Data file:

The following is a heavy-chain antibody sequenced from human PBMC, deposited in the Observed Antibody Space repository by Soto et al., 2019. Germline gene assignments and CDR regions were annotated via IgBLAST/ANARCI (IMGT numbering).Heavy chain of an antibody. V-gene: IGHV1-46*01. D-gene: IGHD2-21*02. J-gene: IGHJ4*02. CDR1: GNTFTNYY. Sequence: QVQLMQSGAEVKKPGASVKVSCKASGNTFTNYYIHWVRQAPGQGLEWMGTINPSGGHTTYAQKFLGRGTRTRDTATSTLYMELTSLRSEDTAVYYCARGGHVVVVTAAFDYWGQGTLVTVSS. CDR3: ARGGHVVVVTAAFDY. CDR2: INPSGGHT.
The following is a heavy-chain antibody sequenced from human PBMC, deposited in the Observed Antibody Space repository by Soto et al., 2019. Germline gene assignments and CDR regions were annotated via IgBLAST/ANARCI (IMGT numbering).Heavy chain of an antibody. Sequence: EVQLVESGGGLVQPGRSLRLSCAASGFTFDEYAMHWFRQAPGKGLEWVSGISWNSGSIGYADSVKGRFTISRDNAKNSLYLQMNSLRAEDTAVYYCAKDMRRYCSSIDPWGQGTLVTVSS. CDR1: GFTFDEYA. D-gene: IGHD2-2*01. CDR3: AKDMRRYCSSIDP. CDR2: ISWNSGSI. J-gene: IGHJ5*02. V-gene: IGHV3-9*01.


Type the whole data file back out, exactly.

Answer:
The following is a heavy-chain antibody sequenced from human PBMC, deposited in the Observed Antibody Space repository by Soto et al., 2019. Germline gene assignments and CDR regions were annotated via IgBLAST/ANARCI (IMGT numbering).Heavy chain of an antibody. V-gene: IGHV1-46*01. D-gene: IGHD2-21*02. J-gene: IGHJ4*02. CDR1: GNTFTNYY. Sequence: QVQLMQSGAEVKKPGASVKVSCKASGNTFTNYYIHWVRQAPGQGLEWMGTINPSGGHTTYAQKFLGRGTRTRDTATSTLYMELTSLRSEDTAVYYCARGGHVVVVTAAFDYWGQGTLVTVSS. CDR3: ARGGHVVVVTAAFDY. CDR2: INPSGGHT.
The following is a heavy-chain antibody sequenced from human PBMC, deposited in the Observed Antibody Space repository by Soto et al., 2019. Germline gene assignments and CDR regions were annotated via IgBLAST/ANARCI (IMGT numbering).Heavy chain of an antibody. Sequence: EVQLVESGGGLVQPGRSLRLSCAASGFTFDEYAMHWFRQAPGKGLEWVSGISWNSGSIGYADSVKGRFTISRDNAKNSLYLQMNSLRAEDTAVYYCAKDMRRYCSSIDPWGQGTLVTVSS. CDR1: GFTFDEYA. D-gene: IGHD2-2*01. CDR3: AKDMRRYCSSIDP. CDR2: ISWNSGSI. J-gene: IGHJ5*02. V-gene: IGHV3-9*01.